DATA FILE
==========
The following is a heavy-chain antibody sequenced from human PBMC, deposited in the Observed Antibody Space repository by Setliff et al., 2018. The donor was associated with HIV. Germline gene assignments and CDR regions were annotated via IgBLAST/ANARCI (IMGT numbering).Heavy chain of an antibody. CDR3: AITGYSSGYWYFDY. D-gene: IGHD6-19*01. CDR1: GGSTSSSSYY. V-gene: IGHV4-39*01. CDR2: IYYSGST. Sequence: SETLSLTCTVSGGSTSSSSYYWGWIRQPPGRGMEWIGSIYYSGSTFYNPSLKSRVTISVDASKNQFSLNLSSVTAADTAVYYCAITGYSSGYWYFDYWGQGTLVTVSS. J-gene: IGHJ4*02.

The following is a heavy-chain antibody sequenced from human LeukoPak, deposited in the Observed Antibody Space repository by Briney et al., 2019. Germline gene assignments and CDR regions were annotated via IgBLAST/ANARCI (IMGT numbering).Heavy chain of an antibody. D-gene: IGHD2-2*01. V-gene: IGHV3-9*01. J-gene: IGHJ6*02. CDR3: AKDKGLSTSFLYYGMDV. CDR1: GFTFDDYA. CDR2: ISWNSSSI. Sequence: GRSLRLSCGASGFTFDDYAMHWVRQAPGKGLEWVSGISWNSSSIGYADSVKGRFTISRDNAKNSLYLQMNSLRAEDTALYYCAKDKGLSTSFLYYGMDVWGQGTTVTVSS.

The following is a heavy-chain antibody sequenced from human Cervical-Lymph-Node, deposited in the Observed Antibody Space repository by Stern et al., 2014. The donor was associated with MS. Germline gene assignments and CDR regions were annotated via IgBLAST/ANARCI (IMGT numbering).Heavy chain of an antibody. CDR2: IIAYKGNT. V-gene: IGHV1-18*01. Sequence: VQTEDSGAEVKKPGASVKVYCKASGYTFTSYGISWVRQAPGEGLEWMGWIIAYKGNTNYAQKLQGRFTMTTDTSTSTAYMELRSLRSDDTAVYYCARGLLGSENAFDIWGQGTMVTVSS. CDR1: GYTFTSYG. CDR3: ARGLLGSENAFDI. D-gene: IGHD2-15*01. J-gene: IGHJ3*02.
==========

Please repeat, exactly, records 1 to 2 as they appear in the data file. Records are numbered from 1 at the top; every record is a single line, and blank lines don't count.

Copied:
The following is a heavy-chain antibody sequenced from human PBMC, deposited in the Observed Antibody Space repository by Setliff et al., 2018. The donor was associated with HIV. Germline gene assignments and CDR regions were annotated via IgBLAST/ANARCI (IMGT numbering).Heavy chain of an antibody. CDR3: AITGYSSGYWYFDY. D-gene: IGHD6-19*01. CDR1: GGSTSSSSYY. V-gene: IGHV4-39*01. CDR2: IYYSGST. Sequence: SETLSLTCTVSGGSTSSSSYYWGWIRQPPGRGMEWIGSIYYSGSTFYNPSLKSRVTISVDASKNQFSLNLSSVTAADTAVYYCAITGYSSGYWYFDYWGQGTLVTVSS. J-gene: IGHJ4*02.

The following is a heavy-chain antibody sequenced from human LeukoPak, deposited in the Observed Antibody Space repository by Briney et al., 2019. Germline gene assignments and CDR regions were annotated via IgBLAST/ANARCI (IMGT numbering).Heavy chain of an antibody. D-gene: IGHD2-2*01. V-gene: IGHV3-9*01. J-gene: IGHJ6*02. CDR3: AKDKGLSTSFLYYGMDV. CDR1: GFTFDDYA. CDR2: ISWNSSSI. Sequence: GRSLRLSCGASGFTFDDYAMHWVRQAPGKGLEWVSGISWNSSSIGYADSVKGRFTISRDNAKNSLYLQMNSLRAEDTALYYCAKDKGLSTSFLYYGMDVWGQGTTVTVSS.